Phillips: Leagues can increase competition by offering larger cash incentives for the winning team. According to the Million Dollar Man, everybody has a price.
McCann: Instead of providing incentive for a win to athletes who have everything, wouldn't it be more effective to punish the losers? The NBA should mandate the losing team perform community service from 11 p.m. to 2 a.m. on Sunday night after the All-Star Game. You're saying LeBron & Co. are going to dog it with one of the NBA's biggest party nights of the year at stake? Problem solved. NBA cares.
Etheridge: Since no one wants to risk getting injured, why not let players design and operate their own BattleBots to do the dirty work for them? You can't say it wouldn't be fun to watch Carmelo's buzz-saw-bedecked Roomba running a fast break on Kobe's detpack Furby.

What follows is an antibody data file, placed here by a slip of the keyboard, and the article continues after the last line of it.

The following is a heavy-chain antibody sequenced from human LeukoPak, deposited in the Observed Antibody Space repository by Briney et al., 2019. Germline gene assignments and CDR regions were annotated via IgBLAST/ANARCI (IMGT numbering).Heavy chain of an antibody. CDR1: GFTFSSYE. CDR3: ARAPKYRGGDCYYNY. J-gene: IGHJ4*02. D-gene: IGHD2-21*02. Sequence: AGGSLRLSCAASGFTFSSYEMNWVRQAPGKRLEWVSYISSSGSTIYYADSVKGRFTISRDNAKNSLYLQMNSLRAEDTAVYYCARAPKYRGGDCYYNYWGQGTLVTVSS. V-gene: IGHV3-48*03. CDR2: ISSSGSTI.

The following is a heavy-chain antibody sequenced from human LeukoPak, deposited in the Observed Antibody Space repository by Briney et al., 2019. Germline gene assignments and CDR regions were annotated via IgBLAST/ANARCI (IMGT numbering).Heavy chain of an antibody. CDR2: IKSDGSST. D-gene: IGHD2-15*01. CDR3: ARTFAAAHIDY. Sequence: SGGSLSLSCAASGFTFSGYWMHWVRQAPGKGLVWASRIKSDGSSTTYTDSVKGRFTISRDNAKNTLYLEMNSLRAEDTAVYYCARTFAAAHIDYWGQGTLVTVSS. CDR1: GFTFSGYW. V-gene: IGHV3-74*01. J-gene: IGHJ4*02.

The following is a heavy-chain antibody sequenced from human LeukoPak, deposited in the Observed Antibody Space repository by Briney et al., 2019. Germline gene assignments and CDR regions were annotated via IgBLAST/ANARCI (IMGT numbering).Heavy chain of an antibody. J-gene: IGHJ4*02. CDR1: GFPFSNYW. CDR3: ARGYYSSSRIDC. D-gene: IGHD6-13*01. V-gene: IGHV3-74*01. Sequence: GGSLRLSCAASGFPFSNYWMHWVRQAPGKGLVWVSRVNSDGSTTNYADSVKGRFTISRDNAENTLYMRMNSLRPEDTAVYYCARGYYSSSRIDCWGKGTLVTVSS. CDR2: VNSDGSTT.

And our special guest panelist
Justin McIlwee, Harrisonburg, Va.: If a player is found to not be trying hard in an all-star game, then each one has to go back to the 12th inning of the 1970 MLB Midsummer Classic. There, each player who didn't play hard will take the place of Ray Fosse: They must stand there, guarding home plate, while Pete Rose shows them what playing hard in an all-star game is all about.
Page 2's Party of Five is a rotating cast of characters answering all of sports' most important questions. Check back next week to see who has joined the Party. No RSVP required.